Adjusting

Since moving to Royston a few months ago the question I am most often asked (by “Roystonians” and by friends and family who are not local) is some variation of:

How are you adjusting to living in a small town after moving from a big city?

A short simple answer is “very well!” Of course, the context of the question might merit more specific answers, but this answer is sufficient. The thing that I love most about Royston, and small-town life in general, is the close-knit community. I have learned that by mentioning a few names I can establish a pretty quick connection with just about anyone in the community! There are many deep roots in Royston, and there is a reason that so many people have never moved away, or have decided to move back after some time living elsewhere. Deep, established roots have given rise to strong trees that produce perennial fruit. This is a quality of many small towns, but Royston is also a place where new roots are planted; there is still room for new life and new fruit here. The Deals are some of the new crops, yet we haven’t felt any less a part of the orchard. Our roots have been planted in this fertile ground.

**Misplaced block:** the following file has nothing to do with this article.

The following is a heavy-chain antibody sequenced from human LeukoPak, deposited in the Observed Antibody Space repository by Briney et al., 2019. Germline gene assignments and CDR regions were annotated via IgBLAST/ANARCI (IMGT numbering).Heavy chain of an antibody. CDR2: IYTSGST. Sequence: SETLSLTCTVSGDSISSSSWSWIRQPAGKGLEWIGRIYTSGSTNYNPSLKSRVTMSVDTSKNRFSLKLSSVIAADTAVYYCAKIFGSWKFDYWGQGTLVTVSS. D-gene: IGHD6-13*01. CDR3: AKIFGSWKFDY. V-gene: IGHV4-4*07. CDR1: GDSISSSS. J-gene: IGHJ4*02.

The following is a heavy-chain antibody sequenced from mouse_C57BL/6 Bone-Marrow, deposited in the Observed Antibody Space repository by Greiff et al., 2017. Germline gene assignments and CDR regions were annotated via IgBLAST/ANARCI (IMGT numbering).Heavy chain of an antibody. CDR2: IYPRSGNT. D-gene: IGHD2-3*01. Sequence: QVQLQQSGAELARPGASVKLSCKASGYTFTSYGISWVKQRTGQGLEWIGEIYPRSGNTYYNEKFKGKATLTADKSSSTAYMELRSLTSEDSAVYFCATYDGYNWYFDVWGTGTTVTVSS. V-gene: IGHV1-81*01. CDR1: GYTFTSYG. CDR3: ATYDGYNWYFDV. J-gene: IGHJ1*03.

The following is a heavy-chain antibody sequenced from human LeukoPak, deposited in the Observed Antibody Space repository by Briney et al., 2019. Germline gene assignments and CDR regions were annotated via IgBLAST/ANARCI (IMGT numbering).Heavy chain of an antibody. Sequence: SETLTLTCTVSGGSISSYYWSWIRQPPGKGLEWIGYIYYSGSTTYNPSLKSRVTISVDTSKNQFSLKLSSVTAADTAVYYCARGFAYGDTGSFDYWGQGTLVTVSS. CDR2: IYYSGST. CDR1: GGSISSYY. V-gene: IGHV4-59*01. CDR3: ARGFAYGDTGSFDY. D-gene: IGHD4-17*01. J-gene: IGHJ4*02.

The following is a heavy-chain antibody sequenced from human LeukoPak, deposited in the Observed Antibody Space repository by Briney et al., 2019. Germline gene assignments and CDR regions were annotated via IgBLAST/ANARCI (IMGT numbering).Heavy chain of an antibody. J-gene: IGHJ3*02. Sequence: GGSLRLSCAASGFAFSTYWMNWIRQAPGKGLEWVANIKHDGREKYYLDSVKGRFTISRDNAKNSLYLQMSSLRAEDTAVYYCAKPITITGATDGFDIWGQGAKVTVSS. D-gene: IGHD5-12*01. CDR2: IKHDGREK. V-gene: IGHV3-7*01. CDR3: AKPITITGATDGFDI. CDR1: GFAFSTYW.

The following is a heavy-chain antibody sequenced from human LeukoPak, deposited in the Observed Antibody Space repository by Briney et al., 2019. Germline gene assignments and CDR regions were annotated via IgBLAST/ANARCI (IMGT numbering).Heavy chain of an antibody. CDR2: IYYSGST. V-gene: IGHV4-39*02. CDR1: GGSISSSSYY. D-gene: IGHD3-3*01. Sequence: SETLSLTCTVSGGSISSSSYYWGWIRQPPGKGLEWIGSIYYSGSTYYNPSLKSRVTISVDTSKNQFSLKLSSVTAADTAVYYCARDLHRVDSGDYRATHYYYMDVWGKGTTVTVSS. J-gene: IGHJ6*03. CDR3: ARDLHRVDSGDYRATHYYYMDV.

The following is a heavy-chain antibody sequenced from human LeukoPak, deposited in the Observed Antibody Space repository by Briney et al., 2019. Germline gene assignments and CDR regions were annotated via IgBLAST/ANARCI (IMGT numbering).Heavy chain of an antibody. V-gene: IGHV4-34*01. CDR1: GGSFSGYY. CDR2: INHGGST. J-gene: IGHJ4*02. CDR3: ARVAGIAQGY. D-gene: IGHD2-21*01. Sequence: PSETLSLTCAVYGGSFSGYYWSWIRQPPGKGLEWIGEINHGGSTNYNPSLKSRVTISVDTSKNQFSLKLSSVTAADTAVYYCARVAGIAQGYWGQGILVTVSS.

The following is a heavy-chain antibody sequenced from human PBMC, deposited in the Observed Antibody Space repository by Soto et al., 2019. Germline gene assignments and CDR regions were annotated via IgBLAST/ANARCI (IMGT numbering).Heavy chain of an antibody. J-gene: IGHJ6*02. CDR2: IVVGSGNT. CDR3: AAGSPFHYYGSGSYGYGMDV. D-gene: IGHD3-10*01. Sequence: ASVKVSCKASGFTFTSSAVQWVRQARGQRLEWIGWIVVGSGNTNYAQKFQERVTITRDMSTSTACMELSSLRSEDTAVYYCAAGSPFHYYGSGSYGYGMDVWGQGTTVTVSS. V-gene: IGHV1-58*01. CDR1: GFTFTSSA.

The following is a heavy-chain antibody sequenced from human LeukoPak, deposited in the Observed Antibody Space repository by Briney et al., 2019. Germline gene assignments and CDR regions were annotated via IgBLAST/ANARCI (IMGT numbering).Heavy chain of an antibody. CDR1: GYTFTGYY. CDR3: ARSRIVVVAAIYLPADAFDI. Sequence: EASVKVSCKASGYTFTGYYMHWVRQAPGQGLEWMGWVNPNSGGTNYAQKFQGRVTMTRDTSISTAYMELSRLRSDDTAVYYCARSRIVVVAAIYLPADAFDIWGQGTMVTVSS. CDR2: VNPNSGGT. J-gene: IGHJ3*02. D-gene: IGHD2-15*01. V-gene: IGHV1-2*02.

I consider myself and my family lucky to have tilled soil in which to be planted; I realize that we are quite fortunate because of the welcome we have received and the space made available for us to grow. And, yet, I am aware that there are many in this community who feel as though their roots will never take hold because their soil is dry or rocky or flooded. There is much work to be done, and I think KNOW Royston Baptist Church is up to the task because the Lord has anointed us to bring the Good News. So, let’s roll up our sleeves and pull on our gloves and go to work to be a part of the fulfillment of scripture today. Royston is a wonderful place and a wonderful people - may we continue to work to help others take root and bear much fruit.

We build on foundations we did not lay. 

We warm ourselves by fires we did not light. 

We sit in the shade of trees we did not plant. 

We drink from wells we did not dig.

We profit from persons we did not know. 

We are ever bound in community.

 

May it always be so.

This is as it should be.

Together we are more than any one person could be. 

Together we can build across the generations.

Together we can renew our hope and faith in the life that is yet to unfold.

Together can heed the call to a ministry of care and justice.

We are ever bound in community. 

May it always be so.